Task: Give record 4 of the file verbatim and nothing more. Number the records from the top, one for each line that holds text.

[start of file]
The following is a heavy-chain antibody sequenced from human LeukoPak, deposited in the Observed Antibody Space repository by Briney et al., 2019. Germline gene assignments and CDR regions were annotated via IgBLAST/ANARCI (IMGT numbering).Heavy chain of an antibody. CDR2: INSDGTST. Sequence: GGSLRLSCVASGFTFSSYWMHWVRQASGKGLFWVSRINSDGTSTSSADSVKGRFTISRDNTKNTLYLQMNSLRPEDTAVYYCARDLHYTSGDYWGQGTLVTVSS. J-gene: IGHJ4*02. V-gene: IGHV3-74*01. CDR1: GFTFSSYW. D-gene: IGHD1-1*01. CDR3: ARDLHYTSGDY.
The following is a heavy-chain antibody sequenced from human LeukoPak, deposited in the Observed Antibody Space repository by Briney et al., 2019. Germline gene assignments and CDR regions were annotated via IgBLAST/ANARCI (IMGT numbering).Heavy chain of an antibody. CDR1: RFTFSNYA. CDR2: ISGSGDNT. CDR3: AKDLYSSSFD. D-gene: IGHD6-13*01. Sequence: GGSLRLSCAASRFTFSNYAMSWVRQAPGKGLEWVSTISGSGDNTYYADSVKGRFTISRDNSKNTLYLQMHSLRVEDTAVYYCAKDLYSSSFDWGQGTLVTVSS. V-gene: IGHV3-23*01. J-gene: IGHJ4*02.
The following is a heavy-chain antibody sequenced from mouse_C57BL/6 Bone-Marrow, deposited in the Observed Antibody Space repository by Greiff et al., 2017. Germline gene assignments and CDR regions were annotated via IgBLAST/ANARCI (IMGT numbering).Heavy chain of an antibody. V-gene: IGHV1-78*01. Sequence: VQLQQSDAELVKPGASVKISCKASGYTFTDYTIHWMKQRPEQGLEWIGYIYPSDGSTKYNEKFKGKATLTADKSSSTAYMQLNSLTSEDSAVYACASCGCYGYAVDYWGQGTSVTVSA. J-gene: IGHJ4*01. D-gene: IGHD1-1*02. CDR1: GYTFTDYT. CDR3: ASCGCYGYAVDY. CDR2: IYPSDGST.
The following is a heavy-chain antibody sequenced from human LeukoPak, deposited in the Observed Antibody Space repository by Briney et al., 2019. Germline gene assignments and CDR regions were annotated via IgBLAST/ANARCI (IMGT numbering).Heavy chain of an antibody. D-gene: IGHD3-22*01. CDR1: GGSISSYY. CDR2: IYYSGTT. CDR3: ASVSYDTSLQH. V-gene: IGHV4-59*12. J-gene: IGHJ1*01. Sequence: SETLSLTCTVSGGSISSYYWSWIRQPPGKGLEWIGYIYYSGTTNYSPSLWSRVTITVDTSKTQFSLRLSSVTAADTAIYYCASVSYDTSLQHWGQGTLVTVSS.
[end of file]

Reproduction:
The following is a heavy-chain antibody sequenced from human LeukoPak, deposited in the Observed Antibody Space repository by Briney et al., 2019. Germline gene assignments and CDR regions were annotated via IgBLAST/ANARCI (IMGT numbering).Heavy chain of an antibody. D-gene: IGHD3-22*01. CDR1: GGSISSYY. CDR2: IYYSGTT. CDR3: ASVSYDTSLQH. V-gene: IGHV4-59*12. J-gene: IGHJ1*01. Sequence: SETLSLTCTVSGGSISSYYWSWIRQPPGKGLEWIGYIYYSGTTNYSPSLWSRVTITVDTSKTQFSLRLSSVTAADTAIYYCASVSYDTSLQHWGQGTLVTVSS.